We’re done already? It seems like just yesterday, we were stepping into the lab for the first time! In my last blog, I talked about how I came up with my research question: How does taking a steady dose of ibuprofen and other common painkillers affect the memory and learning of a developing brain? We have receptors in the brain that regulate learning and memory formation that also process pain killers, like Tylenol and Ibuprofen. As the brain ages and inflammatory responses occur, these receptors start functioning less effectively, contributing to decreases in memory and learning performance. This can cause Alzheimer's disease. There could be potential use of painkillers to prevent or even treat Alzheimer's if they protect these receptors from degenerating.
The amazing thing about conducting research is that conclusions lead to more and more questions.
To test the effects on memory and learning on my flies while taking Ibuprofen and Tylenol, I added the daily dose of each drug into their food. After 7 days or continuously taking the daily dose of the painkillers, I tested their memory with the larval memory assay. The first couple of times I ran this assay were incredibly challenging, especially since they involved transferring little larvae from plate to plate every 5 minutes. However, I eventually got the hang of it! My results showed that Ibuprofen increased their memory while Tylenol kept it the same. Based on observations, the larvae that took Ibuprofen also had a quicker recall time, leading me to the conclusion that Ibuprofen can increase short term memory. While I would love to say that my memory should be intact, or even better, because I take Ibuprofen, I found that research does not always lead to one straight answer. The amazing thing about conducting research is that conclusions lead to more and more questions.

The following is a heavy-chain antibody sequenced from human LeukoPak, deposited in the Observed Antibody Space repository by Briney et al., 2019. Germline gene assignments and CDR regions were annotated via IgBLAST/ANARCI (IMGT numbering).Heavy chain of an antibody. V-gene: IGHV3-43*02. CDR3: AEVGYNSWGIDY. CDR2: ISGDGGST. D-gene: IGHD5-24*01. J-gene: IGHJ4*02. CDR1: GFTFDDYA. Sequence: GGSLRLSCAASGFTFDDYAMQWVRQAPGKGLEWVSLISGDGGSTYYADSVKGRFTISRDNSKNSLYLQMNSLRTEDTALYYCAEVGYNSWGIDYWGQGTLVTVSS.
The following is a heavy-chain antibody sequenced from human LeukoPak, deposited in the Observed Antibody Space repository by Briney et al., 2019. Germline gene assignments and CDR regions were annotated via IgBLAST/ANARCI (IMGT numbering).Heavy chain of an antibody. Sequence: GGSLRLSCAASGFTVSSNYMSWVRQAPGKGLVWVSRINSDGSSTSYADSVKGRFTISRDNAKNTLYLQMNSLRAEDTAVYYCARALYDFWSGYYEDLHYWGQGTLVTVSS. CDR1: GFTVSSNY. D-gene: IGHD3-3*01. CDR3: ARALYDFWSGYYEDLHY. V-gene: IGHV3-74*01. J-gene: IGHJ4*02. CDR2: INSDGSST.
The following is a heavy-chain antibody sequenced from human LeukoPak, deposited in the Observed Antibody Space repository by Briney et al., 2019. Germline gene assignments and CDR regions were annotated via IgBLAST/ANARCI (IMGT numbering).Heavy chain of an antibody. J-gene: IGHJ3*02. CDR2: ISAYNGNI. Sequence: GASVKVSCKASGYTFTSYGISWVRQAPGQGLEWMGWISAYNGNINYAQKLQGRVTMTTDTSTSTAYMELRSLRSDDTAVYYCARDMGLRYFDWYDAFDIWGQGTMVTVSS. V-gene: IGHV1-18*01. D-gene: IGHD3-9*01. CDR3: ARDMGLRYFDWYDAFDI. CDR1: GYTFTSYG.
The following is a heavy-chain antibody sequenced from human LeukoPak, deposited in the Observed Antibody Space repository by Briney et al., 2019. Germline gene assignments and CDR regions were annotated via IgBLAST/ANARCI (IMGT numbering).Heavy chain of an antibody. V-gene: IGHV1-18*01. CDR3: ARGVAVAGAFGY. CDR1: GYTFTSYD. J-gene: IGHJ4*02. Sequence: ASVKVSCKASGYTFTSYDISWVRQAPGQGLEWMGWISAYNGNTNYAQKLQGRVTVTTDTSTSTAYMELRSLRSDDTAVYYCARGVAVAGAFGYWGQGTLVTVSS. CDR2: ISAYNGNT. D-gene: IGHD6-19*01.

One question that arose was what are the long term effects on memory with daily painkiller usage? I was only able to test short term memory due to time restraints and knowing the long term effects can be useful to see if it would be feasible to use Ibuprofen or other painkillers to treat or prevent Alzheimer’s. OTC painkillers are also commonly accidentally overtaken, which leads me to question how a higher dose could affect memory.
Conducting my own research taught me invaluable things. From managing my time in the lab to fit everything that needed to be done, to compiling and understanding data, to presenting my data, I was learning something new every day. I learned to work with issues rather than against them. Whether it be drowning larvae, losing larvae, denting my plates, or simply counting incorrectly, I learned how to analyze a mistake and bounce back without wasting too much time. Time is essential in the lab and I learnt to take help from my peers or the TAs when I needed it.
Overall, my time at TRIP has been incredibly beneficial. I’ve loved every minute I spent in the lab. When I first started this program, I was unsure about the career path I wanted to go down, and that was actually one of the reasons I wanted to join TRIP. My experience at TRIP has shown me that I absolutely love being in the lab, as well as learning about neurology and psychology. TRIP gave me an opportunity to explore research in an environment that nurtured growth and questioning, and I could not be any more grateful. I want to thank my amazing peers who made the hours at the lab so much fun, the TAs, who always lent a helping hand, and Dr. Leystra and Dr. Purdy, who were amazing mentors and guided me through the entire process!